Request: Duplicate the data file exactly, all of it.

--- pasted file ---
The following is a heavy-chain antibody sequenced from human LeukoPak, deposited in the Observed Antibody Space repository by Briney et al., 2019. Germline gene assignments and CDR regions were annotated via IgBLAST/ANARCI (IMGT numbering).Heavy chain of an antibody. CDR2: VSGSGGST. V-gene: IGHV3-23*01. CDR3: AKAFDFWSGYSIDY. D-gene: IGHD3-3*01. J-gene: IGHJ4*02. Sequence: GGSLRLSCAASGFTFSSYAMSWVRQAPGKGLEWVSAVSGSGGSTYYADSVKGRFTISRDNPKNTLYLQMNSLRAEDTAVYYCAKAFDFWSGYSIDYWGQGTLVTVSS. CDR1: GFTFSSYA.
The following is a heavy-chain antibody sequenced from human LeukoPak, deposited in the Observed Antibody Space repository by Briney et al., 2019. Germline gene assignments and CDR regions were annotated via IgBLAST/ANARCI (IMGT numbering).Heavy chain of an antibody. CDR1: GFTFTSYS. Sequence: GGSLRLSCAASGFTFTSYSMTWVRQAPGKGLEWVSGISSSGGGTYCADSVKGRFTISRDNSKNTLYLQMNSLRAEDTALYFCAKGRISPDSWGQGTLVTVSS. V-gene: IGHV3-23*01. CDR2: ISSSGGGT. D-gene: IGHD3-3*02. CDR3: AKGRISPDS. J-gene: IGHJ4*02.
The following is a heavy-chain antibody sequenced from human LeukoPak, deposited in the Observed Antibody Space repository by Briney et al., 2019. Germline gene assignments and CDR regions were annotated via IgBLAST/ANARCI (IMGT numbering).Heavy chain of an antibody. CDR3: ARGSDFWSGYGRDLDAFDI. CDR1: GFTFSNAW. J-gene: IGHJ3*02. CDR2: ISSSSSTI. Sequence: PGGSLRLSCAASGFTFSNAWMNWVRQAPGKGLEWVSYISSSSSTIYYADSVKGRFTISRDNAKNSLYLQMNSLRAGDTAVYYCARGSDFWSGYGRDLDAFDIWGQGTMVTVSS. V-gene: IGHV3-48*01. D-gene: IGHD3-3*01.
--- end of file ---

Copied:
The following is a heavy-chain antibody sequenced from human LeukoPak, deposited in the Observed Antibody Space repository by Briney et al., 2019. Germline gene assignments and CDR regions were annotated via IgBLAST/ANARCI (IMGT numbering).Heavy chain of an antibody. CDR2: VSGSGGST. V-gene: IGHV3-23*01. CDR3: AKAFDFWSGYSIDY. D-gene: IGHD3-3*01. J-gene: IGHJ4*02. Sequence: GGSLRLSCAASGFTFSSYAMSWVRQAPGKGLEWVSAVSGSGGSTYYADSVKGRFTISRDNPKNTLYLQMNSLRAEDTAVYYCAKAFDFWSGYSIDYWGQGTLVTVSS. CDR1: GFTFSSYA.
The following is a heavy-chain antibody sequenced from human LeukoPak, deposited in the Observed Antibody Space repository by Briney et al., 2019. Germline gene assignments and CDR regions were annotated via IgBLAST/ANARCI (IMGT numbering).Heavy chain of an antibody. CDR1: GFTFTSYS. Sequence: GGSLRLSCAASGFTFTSYSMTWVRQAPGKGLEWVSGISSSGGGTYCADSVKGRFTISRDNSKNTLYLQMNSLRAEDTALYFCAKGRISPDSWGQGTLVTVSS. V-gene: IGHV3-23*01. CDR2: ISSSGGGT. D-gene: IGHD3-3*02. CDR3: AKGRISPDS. J-gene: IGHJ4*02.
The following is a heavy-chain antibody sequenced from human LeukoPak, deposited in the Observed Antibody Space repository by Briney et al., 2019. Germline gene assignments and CDR regions were annotated via IgBLAST/ANARCI (IMGT numbering).Heavy chain of an antibody. CDR3: ARGSDFWSGYGRDLDAFDI. CDR1: GFTFSNAW. J-gene: IGHJ3*02. CDR2: ISSSSSTI. Sequence: PGGSLRLSCAASGFTFSNAWMNWVRQAPGKGLEWVSYISSSSSTIYYADSVKGRFTISRDNAKNSLYLQMNSLRAGDTAVYYCARGSDFWSGYGRDLDAFDIWGQGTMVTVSS. V-gene: IGHV3-48*01. D-gene: IGHD3-3*01.